Getting Started With Online Worship
If you're looking to start livestreaming your Sunday worship, or offer additional times of online prayer and worship, it can be hard to know where to start.
Luckily, church live streaming tools have become more and more user-friendly in recent years and with this guide, even if you’re a beginner, you’ll be able to get online in no time.
Below are some best practices and recommendations to help get you online.
At the very basic level, you’ll need:
- Facebook Page
- Cell phone (with an activated cellular plan—make sure your data plan supports the increased data use for live streaming.)
- Tripod with cellphone holder (necessary, such as https://amzn.to/2TCnIWf
- Microphone (suggested, such as https://www.amazon.com/gp/product/B018KIJGU8
What technology should we use?
If you are starting from scratch when it comes to video-recording technology, here are some options to consider, tiered according to your budget and the tech skills of your team.
Level 1 is shooting live video via mobile phone. The strength here is in its portability and cost. It’s essentially free (you could add the cost of a $20 phone mount and a $30 microphone to improve quality), and it provides a great, informal experience that lends itself well to live video platforms, providing a personal and “behind the scenes” experience for followers that can be lost as production quality escalates.
Level 2 is shooting video via a dedicated live camera. The dominant player in this space is the Mevo camera. For somewhere in the $500 to 1,000 range, the Mevo provides a great solution for live video. Production quality on the Mevo is significantly higher than the mobile phone, retains some of the informality of the platform, and provides a cheap fixed-point live video solution. Starting at level 2, you’ll be able to broadcast to both Facebook and also YouTube at the same time.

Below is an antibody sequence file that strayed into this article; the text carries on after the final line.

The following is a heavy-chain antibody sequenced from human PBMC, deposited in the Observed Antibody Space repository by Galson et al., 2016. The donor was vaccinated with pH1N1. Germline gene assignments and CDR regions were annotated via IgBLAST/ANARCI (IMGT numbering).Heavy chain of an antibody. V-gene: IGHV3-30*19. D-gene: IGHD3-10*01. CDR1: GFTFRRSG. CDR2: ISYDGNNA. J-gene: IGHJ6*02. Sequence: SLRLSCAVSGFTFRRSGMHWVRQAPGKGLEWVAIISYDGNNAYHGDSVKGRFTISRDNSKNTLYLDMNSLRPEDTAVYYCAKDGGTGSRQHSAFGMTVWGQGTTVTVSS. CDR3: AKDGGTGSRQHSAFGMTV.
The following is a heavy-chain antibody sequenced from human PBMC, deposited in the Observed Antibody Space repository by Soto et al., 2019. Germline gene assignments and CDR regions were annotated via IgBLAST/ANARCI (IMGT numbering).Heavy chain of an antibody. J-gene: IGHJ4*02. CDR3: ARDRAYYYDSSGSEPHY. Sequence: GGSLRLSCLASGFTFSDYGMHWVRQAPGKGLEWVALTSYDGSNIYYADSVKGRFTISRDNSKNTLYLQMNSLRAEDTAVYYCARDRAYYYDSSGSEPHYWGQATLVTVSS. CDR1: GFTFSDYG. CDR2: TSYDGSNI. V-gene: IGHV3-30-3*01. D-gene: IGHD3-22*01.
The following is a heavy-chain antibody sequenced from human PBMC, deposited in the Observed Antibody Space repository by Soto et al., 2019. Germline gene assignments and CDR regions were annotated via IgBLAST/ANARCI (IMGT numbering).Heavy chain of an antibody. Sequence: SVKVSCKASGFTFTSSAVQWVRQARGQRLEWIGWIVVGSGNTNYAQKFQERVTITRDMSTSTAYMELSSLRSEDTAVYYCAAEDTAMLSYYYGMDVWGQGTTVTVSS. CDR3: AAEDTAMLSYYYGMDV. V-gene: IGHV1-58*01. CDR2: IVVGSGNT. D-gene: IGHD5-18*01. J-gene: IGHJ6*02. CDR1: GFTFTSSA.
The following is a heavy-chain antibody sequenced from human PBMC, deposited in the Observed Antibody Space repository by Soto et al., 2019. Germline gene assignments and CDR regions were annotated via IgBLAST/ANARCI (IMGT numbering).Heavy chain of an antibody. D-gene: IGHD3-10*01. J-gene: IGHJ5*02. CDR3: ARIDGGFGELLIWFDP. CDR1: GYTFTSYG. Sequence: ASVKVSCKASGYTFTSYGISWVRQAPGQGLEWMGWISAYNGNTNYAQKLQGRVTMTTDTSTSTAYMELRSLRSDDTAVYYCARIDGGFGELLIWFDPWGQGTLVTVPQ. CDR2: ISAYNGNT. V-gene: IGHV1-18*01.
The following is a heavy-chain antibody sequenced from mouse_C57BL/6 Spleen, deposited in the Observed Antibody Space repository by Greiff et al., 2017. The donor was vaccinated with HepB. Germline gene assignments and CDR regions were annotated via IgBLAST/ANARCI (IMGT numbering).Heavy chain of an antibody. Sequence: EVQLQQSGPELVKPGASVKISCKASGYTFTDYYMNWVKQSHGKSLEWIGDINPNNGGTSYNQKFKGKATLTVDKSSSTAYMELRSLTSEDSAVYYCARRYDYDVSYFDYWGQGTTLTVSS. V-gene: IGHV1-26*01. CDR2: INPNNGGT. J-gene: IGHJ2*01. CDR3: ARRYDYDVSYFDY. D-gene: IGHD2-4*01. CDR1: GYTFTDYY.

Level 3 is a hybrid solution that gives you more control than Mevo but doesn’t require a substantial media budget. One of the best examples here is Boxcast. For $100 per month, you get the hardware and software necessary for streaming your service on the web. You’ll also need to invest in cameras capable of HD capture (in the $500–1,000 range per camera) as well as a high-quality microphone and amplification (perhaps what your church already uses will work). Other computer-based software solutions (such as Restream or OBS) can achieve some of the results of Boxcast with a little experimentation and technical know-how.
Level 4 involves HD video capture that is processed and streamed live via multiple cameras. Level 4 is usually only accessible for churches with seven-figure budgets or substantial media teams. Production quality is extremely high, but it’s also important to note the principle of Ockham’s razor: the more cameras, audio equipment, computers, streaming software, and so on that are involved, the more likely it is that something will go disastrously wrong. An organization should only attempt level 4 live production when an experienced team is at the helm.